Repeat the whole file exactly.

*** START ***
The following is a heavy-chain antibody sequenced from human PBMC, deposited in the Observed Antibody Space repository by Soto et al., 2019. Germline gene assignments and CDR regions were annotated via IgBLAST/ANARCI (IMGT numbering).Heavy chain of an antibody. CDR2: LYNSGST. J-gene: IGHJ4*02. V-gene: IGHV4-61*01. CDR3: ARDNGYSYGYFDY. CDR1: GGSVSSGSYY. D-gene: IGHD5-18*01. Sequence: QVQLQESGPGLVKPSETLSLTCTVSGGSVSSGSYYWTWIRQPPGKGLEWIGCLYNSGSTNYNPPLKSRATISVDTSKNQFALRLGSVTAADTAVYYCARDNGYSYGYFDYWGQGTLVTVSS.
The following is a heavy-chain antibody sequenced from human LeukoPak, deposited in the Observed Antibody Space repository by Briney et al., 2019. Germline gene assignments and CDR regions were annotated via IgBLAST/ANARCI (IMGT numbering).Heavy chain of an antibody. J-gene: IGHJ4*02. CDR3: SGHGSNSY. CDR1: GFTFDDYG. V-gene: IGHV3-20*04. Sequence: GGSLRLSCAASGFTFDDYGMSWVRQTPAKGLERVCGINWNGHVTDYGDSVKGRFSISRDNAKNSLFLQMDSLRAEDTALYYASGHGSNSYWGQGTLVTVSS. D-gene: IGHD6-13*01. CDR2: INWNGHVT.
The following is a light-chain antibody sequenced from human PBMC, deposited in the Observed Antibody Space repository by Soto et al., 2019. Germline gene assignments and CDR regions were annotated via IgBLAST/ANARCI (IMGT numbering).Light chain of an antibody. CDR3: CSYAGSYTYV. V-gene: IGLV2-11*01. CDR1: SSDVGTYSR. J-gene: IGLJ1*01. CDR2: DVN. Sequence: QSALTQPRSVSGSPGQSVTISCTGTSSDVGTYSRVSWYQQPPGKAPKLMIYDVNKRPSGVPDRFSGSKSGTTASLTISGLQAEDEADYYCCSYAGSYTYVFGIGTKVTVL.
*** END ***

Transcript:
The following is a heavy-chain antibody sequenced from human PBMC, deposited in the Observed Antibody Space repository by Soto et al., 2019. Germline gene assignments and CDR regions were annotated via IgBLAST/ANARCI (IMGT numbering).Heavy chain of an antibody. CDR2: LYNSGST. J-gene: IGHJ4*02. V-gene: IGHV4-61*01. CDR3: ARDNGYSYGYFDY. CDR1: GGSVSSGSYY. D-gene: IGHD5-18*01. Sequence: QVQLQESGPGLVKPSETLSLTCTVSGGSVSSGSYYWTWIRQPPGKGLEWIGCLYNSGSTNYNPPLKSRATISVDTSKNQFALRLGSVTAADTAVYYCARDNGYSYGYFDYWGQGTLVTVSS.
The following is a heavy-chain antibody sequenced from human LeukoPak, deposited in the Observed Antibody Space repository by Briney et al., 2019. Germline gene assignments and CDR regions were annotated via IgBLAST/ANARCI (IMGT numbering).Heavy chain of an antibody. J-gene: IGHJ4*02. CDR3: SGHGSNSY. CDR1: GFTFDDYG. V-gene: IGHV3-20*04. Sequence: GGSLRLSCAASGFTFDDYGMSWVRQTPAKGLERVCGINWNGHVTDYGDSVKGRFSISRDNAKNSLFLQMDSLRAEDTALYYASGHGSNSYWGQGTLVTVSS. D-gene: IGHD6-13*01. CDR2: INWNGHVT.
The following is a light-chain antibody sequenced from human PBMC, deposited in the Observed Antibody Space repository by Soto et al., 2019. Germline gene assignments and CDR regions were annotated via IgBLAST/ANARCI (IMGT numbering).Light chain of an antibody. CDR3: CSYAGSYTYV. V-gene: IGLV2-11*01. CDR1: SSDVGTYSR. J-gene: IGLJ1*01. CDR2: DVN. Sequence: QSALTQPRSVSGSPGQSVTISCTGTSSDVGTYSRVSWYQQPPGKAPKLMIYDVNKRPSGVPDRFSGSKSGTTASLTISGLQAEDEADYYCCSYAGSYTYVFGIGTKVTVL.